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What Is Good? What Is Bad? What Is Indifferent?

This short explainer will provide you with a straightforward understanding of what Stoic philosophy considers to be good, what it considers to be bad, and what it considers to be indifferent.

Definitions of Good and Bad

The Stoic view is that the only true good in life is virtue. Virtue comes in four forms: Wisdom, Courage, Justice, and Temperance. The virtuous person will therefore act according to all of these.

The only true bad in life, therefore, is the corruption of virtue, otherwise known as vice. The contrasting vices for each virtue then are Foolishness, Cowardice, Injustice, and Intemperance.

Definition of Indifferents

Virtue being good and vice being bad, everything else falls into the category of indifferents.

The Stoics held that indifferents are neither good nor bad in and of themselves. This is because they do not themselves provide benefit or harm since they can be used both in a virtuous and vicious manner.

Diogenes Laertius actually outlined two different Stoic meanings to “indifferent”:

1. Things that don’t lead to happiness/misery — you can be happy/miserable without them, but use of them in certain ways contributes to happiness/misery.

2. Things that have no power to stir inclination towards/against.

The Use of Indifferents

Some examples of indifferents are:

  • Wealth vs poverty
  • Pain vs pleasure
  • Health vs illness

Neither thing is going to make us virtuous or vicious. They can play a role, however, depending on how they are used. This is why it is wrong to assume we shouldn’t care about indifferents at all.

The Stoics introduced the distinction between preferred indifferents and rejected indifferents. We can prefer wealth, we can reject poverty, but none of them are going to make us necessarily virtuous and so they do have positive or negative value.

It is important to remember that the virtues are not a withdrawal from the indifferents. They have to do with how we use, and arrange, and prioritize the indifferents. In other words, the virtuous use of indifferents is good, while the vicious use of indifferents is bad.

Stoic Indifferent

What the Stoics Said

About good:

This may be taught quickly and in a few words. Virtue is the only good, or at least there is no good without virtue; virtue itself is situated in our nobler part, that is, the rational part. And what will this virtue be? True and steadfast judgment. From this will spring the impulses of the mind; by this, every external appearance that stirs such an impulse will be reduced to transparency.

Seneca, Letters 71.32

If virtue promises good fortune, peace of mind, and happiness, certainly also the progress toward virtue is progress toward each of these things.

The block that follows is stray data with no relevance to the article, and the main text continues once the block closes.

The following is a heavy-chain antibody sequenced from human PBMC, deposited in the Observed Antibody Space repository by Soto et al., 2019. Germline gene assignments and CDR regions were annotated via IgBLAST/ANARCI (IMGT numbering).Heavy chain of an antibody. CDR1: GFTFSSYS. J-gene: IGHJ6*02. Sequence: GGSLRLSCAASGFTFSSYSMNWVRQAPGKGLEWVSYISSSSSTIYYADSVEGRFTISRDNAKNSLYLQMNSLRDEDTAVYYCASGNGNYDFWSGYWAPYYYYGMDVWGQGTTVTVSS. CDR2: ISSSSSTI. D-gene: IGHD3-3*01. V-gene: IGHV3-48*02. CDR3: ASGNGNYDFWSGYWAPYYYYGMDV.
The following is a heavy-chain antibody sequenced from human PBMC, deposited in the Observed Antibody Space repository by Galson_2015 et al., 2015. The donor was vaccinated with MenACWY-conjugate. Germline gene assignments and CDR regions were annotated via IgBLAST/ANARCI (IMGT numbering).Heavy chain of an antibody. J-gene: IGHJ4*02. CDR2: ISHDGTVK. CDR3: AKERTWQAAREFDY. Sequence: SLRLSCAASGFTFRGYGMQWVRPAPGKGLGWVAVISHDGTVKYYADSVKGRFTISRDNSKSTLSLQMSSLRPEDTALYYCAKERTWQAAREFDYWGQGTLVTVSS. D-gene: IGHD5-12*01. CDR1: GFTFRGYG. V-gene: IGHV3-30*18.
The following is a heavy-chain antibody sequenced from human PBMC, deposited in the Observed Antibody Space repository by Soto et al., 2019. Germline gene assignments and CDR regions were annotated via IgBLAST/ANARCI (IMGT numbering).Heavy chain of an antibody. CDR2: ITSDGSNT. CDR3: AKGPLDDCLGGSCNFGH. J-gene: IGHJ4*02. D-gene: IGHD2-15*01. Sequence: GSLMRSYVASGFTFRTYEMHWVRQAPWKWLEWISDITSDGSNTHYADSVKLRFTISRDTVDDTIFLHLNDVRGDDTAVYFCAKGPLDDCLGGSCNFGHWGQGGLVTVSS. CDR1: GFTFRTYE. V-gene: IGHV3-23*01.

Epictetus, Discourses 1.4.3

About bad:

There is no evil that does not offer inducements. Avarice promises money; luxury, a varied assortment of pleasures; ambition, a purple robe and applause, and the influence which results from applause, and all that influence can do. Vices tempt you by the rewards which they offer; but in the life of which I speak, you must live without being paid.

Seneca, Letters 69.4-5

About indifferents:

Things themselves are indifferent; but the use of them is not indifferent.

Epictetus, Discourses 2.5

To live a good life: We have the potential for it. If we can learn to be indifferent to what makes no difference.

Marcus Aurelius, Meditations 11.16

Some things nature is indifferent to; if it privileged one over the other it would hardly have created both. And if we want to follow nature, to be of one mind with it, we need to share its indifference.

Marcus Aurelius, Meditations 9.1

Practical Reminders

The above definitions help us understand what is truly good, what is truly bad, and what the different categories of indifferents are, but how can we use this information in our everyday lives?

The practical application of good and is fairly obvious:

  • We should be guided in our thoughts and actions by the four Stoic virtues. 

As is the application of bad:

  • We should refrain from thoughts and actions that corrupt the Stoic virtues. So, at all times we should seek to invoke Wisdom, Courage, Justice, and Temperance.

The application of indifferents is perhaps less obvious:

  • A common misinterpretation is that because something is an indifferent, we should withdraw from it completely. This notion actually goes against Stoic principles.
  • Stoic Wisdom enables us to apply reason and determine the value of indifferents. (As opposed to deeming all indifferents worthless).
  • Stoic virtue then lies in how we use these indifferents. For example, wealth can potentially be used in either a virtuous or vicious way.
  • We should calmly discern the value of the indifferents we encounter (are they preferred or rejected?) and use them in a virtuous way.